Reader Comments

IGR Plus

by Alisa Princy (2020-04-09)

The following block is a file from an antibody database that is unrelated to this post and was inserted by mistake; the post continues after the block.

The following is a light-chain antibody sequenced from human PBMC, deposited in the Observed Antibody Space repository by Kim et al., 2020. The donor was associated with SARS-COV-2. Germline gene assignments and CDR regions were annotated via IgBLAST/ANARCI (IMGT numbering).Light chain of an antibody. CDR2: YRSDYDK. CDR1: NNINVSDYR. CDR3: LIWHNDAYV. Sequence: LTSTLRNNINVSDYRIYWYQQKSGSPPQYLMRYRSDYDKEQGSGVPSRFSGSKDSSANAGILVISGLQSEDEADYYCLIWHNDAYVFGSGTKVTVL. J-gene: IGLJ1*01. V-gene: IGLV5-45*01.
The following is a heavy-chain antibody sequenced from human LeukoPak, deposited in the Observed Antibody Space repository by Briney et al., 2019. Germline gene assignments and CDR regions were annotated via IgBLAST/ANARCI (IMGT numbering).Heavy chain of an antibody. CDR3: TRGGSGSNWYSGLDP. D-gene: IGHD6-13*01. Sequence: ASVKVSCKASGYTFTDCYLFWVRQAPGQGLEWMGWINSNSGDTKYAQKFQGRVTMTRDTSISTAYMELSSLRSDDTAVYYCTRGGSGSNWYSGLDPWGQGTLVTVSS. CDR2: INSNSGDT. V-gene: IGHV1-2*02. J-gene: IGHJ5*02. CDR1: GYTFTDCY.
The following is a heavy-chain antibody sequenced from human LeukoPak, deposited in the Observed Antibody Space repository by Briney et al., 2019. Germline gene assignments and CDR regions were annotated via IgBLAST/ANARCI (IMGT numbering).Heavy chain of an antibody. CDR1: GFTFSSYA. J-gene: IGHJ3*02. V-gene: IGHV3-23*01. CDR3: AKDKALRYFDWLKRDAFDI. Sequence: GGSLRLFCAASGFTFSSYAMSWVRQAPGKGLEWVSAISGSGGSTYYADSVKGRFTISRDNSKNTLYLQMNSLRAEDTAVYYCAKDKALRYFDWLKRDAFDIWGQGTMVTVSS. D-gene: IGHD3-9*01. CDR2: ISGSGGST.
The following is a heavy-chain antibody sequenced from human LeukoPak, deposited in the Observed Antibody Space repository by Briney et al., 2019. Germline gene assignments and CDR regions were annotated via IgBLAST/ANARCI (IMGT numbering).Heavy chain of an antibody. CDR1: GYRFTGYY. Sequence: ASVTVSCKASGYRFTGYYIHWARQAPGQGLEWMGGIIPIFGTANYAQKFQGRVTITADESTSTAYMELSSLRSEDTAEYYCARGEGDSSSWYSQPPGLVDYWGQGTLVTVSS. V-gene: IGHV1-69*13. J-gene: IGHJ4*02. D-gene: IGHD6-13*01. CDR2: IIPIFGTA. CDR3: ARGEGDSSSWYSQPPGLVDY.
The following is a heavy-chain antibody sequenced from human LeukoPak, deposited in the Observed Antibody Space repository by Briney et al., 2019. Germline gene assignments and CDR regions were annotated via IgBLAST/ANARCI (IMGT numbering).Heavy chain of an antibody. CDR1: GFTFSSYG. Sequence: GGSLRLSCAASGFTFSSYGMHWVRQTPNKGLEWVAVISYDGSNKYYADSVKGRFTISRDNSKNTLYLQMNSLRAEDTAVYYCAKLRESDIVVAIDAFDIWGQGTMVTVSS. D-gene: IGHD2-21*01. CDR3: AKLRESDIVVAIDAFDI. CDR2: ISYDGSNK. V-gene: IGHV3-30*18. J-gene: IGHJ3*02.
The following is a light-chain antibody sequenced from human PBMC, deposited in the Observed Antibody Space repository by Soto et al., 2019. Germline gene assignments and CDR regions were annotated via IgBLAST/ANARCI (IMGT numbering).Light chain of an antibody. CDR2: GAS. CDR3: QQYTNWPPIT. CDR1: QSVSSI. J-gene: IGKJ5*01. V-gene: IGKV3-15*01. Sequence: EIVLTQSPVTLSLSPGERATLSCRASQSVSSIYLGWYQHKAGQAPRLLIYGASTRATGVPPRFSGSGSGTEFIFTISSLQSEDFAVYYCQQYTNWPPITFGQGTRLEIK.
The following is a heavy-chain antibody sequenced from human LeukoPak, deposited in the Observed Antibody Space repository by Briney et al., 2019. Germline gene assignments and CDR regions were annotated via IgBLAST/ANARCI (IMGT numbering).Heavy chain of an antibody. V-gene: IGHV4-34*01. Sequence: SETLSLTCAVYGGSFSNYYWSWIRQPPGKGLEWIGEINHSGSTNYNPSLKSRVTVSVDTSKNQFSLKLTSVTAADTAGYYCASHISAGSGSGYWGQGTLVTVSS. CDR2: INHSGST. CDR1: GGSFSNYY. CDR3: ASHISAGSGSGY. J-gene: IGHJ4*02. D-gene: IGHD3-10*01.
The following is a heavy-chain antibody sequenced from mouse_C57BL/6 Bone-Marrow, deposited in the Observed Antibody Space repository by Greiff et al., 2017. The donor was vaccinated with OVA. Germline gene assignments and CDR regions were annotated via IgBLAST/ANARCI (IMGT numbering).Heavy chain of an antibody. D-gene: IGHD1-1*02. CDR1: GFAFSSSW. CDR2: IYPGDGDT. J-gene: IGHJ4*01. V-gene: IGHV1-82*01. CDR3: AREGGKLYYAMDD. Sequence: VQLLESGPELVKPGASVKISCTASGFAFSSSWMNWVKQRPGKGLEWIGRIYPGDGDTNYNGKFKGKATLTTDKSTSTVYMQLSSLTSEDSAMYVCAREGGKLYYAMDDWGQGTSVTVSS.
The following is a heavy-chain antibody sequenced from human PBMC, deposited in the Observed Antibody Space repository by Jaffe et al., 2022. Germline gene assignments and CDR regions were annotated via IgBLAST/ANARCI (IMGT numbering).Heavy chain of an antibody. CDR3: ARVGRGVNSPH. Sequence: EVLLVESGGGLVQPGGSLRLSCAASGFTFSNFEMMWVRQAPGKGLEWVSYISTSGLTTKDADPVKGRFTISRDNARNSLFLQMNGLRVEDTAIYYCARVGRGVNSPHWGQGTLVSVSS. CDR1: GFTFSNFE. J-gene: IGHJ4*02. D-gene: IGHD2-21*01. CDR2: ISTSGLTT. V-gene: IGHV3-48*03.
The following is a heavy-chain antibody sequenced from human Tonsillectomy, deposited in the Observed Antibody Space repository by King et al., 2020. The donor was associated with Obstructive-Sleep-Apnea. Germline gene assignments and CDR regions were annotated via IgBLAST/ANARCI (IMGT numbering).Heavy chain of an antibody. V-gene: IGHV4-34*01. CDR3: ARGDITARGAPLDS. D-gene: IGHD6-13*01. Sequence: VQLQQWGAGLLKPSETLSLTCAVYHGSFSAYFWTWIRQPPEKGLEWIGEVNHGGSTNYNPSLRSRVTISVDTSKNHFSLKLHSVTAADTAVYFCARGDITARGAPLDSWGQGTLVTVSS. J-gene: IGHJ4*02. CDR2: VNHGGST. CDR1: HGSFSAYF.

Whether it's an attachment IGR Plus Review or add-on (they'll never use) for a new digital camera, or a continued relationship with an individual with whom they have nothing in common, or staying connected to a Yahoo or other online group to which they haven't contributed in years, or an event to which they have season tickets and never attend, there's a story that keeps them feeling attached, belonging, not allowing themselves to disconnect or detach. Loss feels overwhelming to these folks. Their story soothes, and excuses, their feeling of loss. Exhausted and overwhelmed by daily decisions about where to go out to eat every night, who to socialize with, exhausted by the myriad activities that are depleting one's own and one's child's physical and emotional energy, for example, folks cannot or will not choose to step back and see the self-destructive results that come from their obsessive need to "keep on keeping on", from "keeping all the doors open." So, what is this attachment folks have to keeping all the doors open? What's really, really underneath needing to have every option a possibility? For many, when options go away, when doors close, they experience a certain sense of loss, of "missing out." This experience is deep, visceral (they feel it in their gut), and frightening. So, in order to feel they "belong", to feel connected, to feel they are not missing out on life, and to maintain a much-needed sense of security and control, they make up stories about why they need to "keep all my options open", and refuse to let go. For many folks, their attachment to unlimited options, to unlimited choices, unlimited activities - even when they are overwhelmed and exhausted by the limitlessness of it all - they are driven by the fear of what might happen if they eliminate just one option or close just one door. For them, this fear is infinitely greater than the distress, anxiety, overwhelm and exhaustion they experience from keeping all the doors open. Emotionally and psychologically, many folks would prefer to die slowly from their stressors than face the emotional loss of opting out or closing a door. It's the devil they know vs. the devil they don't. Fear of the unknown is too painful.